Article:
Scoping review of research on interventions to support carers
The study comprises a scoping review of the research literature on carers; the findings are intended to inform policy and practice for carers, as well as identifying future research areas.
SPRU research team
- Gillian Parker
- Hilary Arksey
Policy and research interest in carers and those who provide support, on an unpaid basis, to sick, disabled or older people to enable them to live in their own homes has grown in importance over the past 30 years. Since the first UK review of evidence on carers in 1985, the national and international body of research literature has grown substantially. It now covers data on, inter alia, the prevalence of care-giving; the impact and outcomes of caring for people with care-giving responsibilities; issues related to combining paid work and care; and the effectiveness of support and services for carers. Since 1995, the UK Government has introduced legislation and policy measures aimed specifically at carers, as well as setting up a cross-departmental Standing Commission on Carers. The revised 2008 national strategy for carers contains the Government’s ten-year vision for carers.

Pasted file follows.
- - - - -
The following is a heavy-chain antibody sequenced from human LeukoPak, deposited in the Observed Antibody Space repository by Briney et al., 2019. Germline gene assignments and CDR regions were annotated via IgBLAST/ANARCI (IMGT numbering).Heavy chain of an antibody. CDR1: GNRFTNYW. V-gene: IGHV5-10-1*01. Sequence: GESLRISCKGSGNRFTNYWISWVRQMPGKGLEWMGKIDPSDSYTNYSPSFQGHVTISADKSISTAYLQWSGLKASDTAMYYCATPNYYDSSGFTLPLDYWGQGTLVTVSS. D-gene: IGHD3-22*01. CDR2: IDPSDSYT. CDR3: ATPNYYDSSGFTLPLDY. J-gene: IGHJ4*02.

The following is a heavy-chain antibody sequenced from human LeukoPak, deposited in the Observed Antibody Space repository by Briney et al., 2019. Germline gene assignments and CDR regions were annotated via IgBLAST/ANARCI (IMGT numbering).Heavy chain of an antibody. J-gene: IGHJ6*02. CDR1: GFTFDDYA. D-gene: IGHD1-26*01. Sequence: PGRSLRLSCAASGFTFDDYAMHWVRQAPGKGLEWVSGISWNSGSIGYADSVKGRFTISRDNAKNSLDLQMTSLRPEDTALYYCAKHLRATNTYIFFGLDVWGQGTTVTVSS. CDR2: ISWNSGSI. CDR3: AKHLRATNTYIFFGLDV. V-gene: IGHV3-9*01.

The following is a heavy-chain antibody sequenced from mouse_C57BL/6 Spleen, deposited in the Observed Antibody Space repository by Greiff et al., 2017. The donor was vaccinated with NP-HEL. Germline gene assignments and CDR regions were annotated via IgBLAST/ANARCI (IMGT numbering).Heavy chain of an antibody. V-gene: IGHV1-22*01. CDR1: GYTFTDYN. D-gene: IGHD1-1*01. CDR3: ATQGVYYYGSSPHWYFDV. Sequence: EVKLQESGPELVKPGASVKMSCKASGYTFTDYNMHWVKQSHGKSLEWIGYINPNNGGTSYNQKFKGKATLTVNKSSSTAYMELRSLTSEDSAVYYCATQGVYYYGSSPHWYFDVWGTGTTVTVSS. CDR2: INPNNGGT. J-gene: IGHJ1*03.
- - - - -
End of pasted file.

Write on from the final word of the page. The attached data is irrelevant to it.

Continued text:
The aim of the scoping review was to provide the Department of Health with an overview of the evidence base relating to the outcomes and cost-effectiveness of support for unpaid carers of sick, disabled or older people. It was intended to inform thinking by the Department of Health and the Standing Commission on Carers about how best to improve outcomes for carers, as well as identifying future research areas. Specific objectives of the study were:
- to undertake a scoping review of existing literature reviews, including systematic reviews, on support and interventions for carers
- to map out the extent, range and nature of the identified reviews on support and interventions for carers
- to summarise the main findings of the identified reviews
- to identify gaps and weaknesses in the evidence base.
The scoping review covered national and international literature reviews published since 2000 to date and written in English only.
The strongest evidence of effectiveness was in relation to interventions that provided targeted education, training and information activities for carers. However, overall the evidence base was found to be poor.